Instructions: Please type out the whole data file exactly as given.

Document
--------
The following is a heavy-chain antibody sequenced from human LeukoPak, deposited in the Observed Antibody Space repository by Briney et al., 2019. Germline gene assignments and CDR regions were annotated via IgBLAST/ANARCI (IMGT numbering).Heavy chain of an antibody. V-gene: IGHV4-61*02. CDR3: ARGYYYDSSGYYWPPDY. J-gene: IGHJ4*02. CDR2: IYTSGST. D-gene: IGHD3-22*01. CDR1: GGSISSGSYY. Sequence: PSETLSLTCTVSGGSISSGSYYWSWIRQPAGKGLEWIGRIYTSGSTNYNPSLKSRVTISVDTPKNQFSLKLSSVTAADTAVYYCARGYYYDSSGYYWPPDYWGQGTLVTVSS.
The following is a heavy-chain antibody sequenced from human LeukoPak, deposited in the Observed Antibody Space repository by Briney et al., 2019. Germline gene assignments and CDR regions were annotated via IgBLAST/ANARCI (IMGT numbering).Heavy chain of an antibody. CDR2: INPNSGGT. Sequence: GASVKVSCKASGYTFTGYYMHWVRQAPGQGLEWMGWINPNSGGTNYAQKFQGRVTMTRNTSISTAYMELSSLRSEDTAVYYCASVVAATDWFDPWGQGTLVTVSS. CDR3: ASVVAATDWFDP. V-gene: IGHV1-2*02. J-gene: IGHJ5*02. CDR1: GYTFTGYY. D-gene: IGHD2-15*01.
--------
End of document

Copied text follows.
The following is a heavy-chain antibody sequenced from human LeukoPak, deposited in the Observed Antibody Space repository by Briney et al., 2019. Germline gene assignments and CDR regions were annotated via IgBLAST/ANARCI (IMGT numbering).Heavy chain of an antibody. V-gene: IGHV4-61*02. CDR3: ARGYYYDSSGYYWPPDY. J-gene: IGHJ4*02. CDR2: IYTSGST. D-gene: IGHD3-22*01. CDR1: GGSISSGSYY. Sequence: PSETLSLTCTVSGGSISSGSYYWSWIRQPAGKGLEWIGRIYTSGSTNYNPSLKSRVTISVDTPKNQFSLKLSSVTAADTAVYYCARGYYYDSSGYYWPPDYWGQGTLVTVSS.
The following is a heavy-chain antibody sequenced from human LeukoPak, deposited in the Observed Antibody Space repository by Briney et al., 2019. Germline gene assignments and CDR regions were annotated via IgBLAST/ANARCI (IMGT numbering).Heavy chain of an antibody. CDR2: INPNSGGT. Sequence: GASVKVSCKASGYTFTGYYMHWVRQAPGQGLEWMGWINPNSGGTNYAQKFQGRVTMTRNTSISTAYMELSSLRSEDTAVYYCASVVAATDWFDPWGQGTLVTVSS. CDR3: ASVVAATDWFDP. V-gene: IGHV1-2*02. J-gene: IGHJ5*02. CDR1: GYTFTGYY. D-gene: IGHD2-15*01.